“We go now?” Tip eventually asked in a soft tone, breaking the silence. “Yeah, OK,” I replied, but asking a question before grasping my paddle. “How many times have you been here, Tip?” “Oh, maybe sometimes every day when many tourist come. I like, it is how you say, peaceful? “Peaceful! Yes, and beautiful too,” I added.
The return journey was uneventful and made without hardly a word spoken. Unlike the flight from UK, the past four hours seemed to have condensed into mere minutes.
After climbing from the kayak, Tip led me to a small local restaurant, where a delicious array of Thai food was being placed on the table almost as we sat to it. ‘Jungle telegraph’ or just perfect timing? It mattered not. We chatted as I drank an accompanying glass of cool beer. Then it was time to go. “Many tourist like visit local market,” Tip announced as we walked towards the car. “You like see?”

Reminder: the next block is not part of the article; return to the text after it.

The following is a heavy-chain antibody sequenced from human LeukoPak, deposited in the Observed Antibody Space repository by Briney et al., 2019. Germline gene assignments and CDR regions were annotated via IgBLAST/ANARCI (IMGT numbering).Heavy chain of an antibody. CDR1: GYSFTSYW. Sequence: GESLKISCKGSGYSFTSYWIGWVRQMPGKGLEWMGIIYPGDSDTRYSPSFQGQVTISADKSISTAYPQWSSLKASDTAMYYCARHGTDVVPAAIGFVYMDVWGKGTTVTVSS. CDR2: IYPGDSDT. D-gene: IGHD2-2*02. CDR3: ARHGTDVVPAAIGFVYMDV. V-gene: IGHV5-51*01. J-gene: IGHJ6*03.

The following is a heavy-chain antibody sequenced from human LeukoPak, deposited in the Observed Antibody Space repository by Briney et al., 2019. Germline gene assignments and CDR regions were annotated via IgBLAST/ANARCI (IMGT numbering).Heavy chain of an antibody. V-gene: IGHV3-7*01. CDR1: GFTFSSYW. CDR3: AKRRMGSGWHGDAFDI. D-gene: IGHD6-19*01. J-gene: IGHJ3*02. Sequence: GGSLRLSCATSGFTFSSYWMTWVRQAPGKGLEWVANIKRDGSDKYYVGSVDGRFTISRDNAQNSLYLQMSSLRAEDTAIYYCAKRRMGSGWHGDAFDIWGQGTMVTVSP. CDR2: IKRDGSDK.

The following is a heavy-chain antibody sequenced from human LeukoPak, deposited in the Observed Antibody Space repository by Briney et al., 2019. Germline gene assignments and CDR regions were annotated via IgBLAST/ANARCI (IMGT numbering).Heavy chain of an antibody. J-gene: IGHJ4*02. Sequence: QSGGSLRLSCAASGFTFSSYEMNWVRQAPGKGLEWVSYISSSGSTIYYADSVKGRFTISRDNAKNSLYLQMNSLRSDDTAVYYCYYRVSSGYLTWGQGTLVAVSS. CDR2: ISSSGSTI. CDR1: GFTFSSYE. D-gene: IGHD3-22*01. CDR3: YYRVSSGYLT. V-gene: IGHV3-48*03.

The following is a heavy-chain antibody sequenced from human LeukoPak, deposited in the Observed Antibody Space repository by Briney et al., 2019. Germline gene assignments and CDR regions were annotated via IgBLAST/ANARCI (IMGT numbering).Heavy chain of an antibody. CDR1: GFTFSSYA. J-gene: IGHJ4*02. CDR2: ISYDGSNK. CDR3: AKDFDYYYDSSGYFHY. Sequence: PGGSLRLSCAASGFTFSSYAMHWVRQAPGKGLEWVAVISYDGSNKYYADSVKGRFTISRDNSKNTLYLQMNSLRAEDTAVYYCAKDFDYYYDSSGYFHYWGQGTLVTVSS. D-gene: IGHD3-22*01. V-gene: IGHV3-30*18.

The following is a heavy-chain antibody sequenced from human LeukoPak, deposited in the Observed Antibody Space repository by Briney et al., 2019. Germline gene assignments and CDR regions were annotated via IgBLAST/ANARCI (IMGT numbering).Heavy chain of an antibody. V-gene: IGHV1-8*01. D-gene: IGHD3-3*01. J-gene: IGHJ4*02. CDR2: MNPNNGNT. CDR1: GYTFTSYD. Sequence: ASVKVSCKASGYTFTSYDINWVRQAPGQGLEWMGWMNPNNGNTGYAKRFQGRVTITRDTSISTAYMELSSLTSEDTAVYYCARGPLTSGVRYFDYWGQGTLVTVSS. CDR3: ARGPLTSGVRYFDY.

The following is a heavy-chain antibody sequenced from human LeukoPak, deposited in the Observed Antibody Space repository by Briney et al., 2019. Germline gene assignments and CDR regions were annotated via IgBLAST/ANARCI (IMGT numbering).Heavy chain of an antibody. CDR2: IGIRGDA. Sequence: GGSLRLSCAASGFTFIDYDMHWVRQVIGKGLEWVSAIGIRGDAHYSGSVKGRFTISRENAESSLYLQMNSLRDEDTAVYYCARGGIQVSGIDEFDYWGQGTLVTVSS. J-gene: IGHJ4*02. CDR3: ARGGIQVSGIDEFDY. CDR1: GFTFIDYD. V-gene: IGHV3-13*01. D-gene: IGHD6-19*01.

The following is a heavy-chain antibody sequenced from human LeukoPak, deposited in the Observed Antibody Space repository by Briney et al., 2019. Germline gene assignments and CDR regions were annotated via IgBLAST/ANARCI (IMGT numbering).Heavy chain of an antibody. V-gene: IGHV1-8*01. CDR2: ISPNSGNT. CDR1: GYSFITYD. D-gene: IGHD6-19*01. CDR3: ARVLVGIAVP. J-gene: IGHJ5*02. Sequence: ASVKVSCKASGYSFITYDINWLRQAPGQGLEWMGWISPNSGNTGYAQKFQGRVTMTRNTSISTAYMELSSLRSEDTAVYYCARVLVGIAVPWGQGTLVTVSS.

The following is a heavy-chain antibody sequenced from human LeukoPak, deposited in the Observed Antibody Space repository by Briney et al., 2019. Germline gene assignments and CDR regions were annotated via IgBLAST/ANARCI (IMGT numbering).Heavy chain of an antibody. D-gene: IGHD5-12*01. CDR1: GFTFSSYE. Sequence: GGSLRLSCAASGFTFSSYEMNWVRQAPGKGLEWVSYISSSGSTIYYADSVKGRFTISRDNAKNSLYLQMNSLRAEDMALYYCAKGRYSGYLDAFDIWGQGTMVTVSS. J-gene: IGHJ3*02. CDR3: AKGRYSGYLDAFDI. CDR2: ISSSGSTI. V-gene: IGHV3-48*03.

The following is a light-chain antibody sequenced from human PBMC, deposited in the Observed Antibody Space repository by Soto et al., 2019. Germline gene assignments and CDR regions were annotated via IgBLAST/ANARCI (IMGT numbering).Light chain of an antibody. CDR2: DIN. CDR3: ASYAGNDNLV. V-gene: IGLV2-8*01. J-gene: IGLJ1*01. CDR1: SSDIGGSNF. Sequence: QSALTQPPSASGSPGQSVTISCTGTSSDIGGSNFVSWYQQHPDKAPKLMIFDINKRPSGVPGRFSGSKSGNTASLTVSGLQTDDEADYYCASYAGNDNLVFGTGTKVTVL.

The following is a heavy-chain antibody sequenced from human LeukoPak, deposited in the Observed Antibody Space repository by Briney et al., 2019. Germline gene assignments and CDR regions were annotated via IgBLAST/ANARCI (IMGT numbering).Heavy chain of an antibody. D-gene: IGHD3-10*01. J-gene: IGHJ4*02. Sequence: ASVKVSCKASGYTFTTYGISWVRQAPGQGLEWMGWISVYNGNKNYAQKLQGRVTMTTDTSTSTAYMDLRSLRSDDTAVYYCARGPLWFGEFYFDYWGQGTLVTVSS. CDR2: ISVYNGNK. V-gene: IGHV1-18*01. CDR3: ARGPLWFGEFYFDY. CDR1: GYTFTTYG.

I’d visited many Thai markets, but why not let the guy have his way? So I agreed – and with a broad smile, he drove us away, perhaps hoping that I would make some purchases, which would result in commission for him. If I did and it did, then so be it, I’d no problem with that.
Inland some 3 or 4 miles we reached the market. Not really a market, more like a motley collection of stalls manned by smiling locals, each using their well-honed skills at bartering with tourists, of which, I guessed, some fifty had arrived before us. ‘Must be popular’, I thought.
Tip stayed close as I wandered from stall to stall, only stopping once to examine and buy some hand-crafted silk skirts, anticipating the look of pleasure my wife would display when I handed them over. Once wrapped, Tip insisted that he carry them.